The UAIC research and teaching collections contain extensive pinned, alcohol, and microscope slide collections, plus a growing frozen tissue collection. The collection includes approximately 2.0 million specimens representing an estimated 35,000 species. These specimens, 83% identified to the species-level, are a unique treasure for research, extension, teaching and outreach focusing on biodiversity of the Sonoran Desert Region.
The geographic scope of the collection covers all of the southwestern US with special concentration on the Sonoran Desert Region and adjacent tropical biomes of northwestern Mexico.
The footprint of the Sonoran Desert Region circumscribes many non-desert areas with rich geologic histories that provide the physical framework for past vicariance and speciation events for many arthropod lineages. A great variety of natural habitats occur here, including coastal and inland sand dunes, dry deserts, thornscrub, tropical deciduous forest, riparian corridors, and upland habitats that include the southern Colorado Plateau and the Sky Islands, with a vertical succession of biomes from desert scrub to montane forest and subalpine conifer forest.
In many ways the Sonoran Desert Region is still largely a scientific frontier where numerous new species are discovered and described every year. The arthropod fauna of the Sonoran Desert Region is poorly known and relatively little understood, yet it is exceedingly important to the maintenance and functioning of healthy, productive ecosystems. The desert Southwest is being strongly affected by climate change and changes in land use.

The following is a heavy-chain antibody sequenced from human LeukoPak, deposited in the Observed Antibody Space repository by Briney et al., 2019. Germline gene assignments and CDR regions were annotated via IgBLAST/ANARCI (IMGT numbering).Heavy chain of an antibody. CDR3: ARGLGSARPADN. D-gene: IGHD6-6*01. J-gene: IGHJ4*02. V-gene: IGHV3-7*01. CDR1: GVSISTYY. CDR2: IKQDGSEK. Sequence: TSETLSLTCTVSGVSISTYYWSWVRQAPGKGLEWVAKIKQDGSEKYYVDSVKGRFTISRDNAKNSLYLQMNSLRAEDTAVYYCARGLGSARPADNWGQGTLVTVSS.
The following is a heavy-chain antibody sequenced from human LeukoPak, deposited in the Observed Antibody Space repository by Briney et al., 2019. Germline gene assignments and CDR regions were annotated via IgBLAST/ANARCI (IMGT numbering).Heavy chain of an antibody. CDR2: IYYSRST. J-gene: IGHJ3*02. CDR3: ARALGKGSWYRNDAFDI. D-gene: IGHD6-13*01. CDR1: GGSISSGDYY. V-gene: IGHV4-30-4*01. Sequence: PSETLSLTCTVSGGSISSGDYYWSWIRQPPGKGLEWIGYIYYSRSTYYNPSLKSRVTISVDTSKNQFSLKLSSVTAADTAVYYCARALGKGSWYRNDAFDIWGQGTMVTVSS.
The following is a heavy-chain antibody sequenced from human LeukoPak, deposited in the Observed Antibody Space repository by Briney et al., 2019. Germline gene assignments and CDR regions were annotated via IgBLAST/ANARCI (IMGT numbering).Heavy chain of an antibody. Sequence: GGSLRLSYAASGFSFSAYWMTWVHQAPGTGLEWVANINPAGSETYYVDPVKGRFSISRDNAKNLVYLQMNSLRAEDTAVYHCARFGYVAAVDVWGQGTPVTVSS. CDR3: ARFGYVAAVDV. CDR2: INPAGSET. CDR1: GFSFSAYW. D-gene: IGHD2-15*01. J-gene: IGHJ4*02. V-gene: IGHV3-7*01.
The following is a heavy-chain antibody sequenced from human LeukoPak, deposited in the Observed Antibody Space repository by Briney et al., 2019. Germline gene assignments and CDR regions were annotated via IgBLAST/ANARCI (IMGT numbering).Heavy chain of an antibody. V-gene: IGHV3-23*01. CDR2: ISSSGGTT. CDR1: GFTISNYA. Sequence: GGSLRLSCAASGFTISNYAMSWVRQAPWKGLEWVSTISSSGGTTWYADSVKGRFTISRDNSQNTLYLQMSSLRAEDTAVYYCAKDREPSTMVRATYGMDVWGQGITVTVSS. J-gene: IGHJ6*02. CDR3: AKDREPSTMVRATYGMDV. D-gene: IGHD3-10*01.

In the last few decades, members of the UAIC have participated in surveys funded by land management agencies and parks, including long-term surveys in the Santa Catalina Mountains, Boboquivari Mountains, Mule Mountains, Huachuca Mountains, Chiricahua Mountains, Waterman Mountains, Organ Pipe National Monument, Grand Canyon National Park (in cooperation with Larry Stevens, Museum of Northern Arizona), Ciénega Creek, as well as impact studies of the Mt. Graham telescope construction site in the Pinaleño Mountains and the Rosemont Mine site in the Santa Rita Mountains.
A better understanding of arthropods will allow for a more comprehensive understanding of the effects of habitat modification and climate change. Such knowledge will lead to better decision-making and more reasoned and effective policies for land management and pest management in agricultural systems. The historic holdings of the University of Arizona Insect Collection (UAIC) provide an invaluable baseline for research designed to track and evaluate those changes.
Pichacho Peak State Park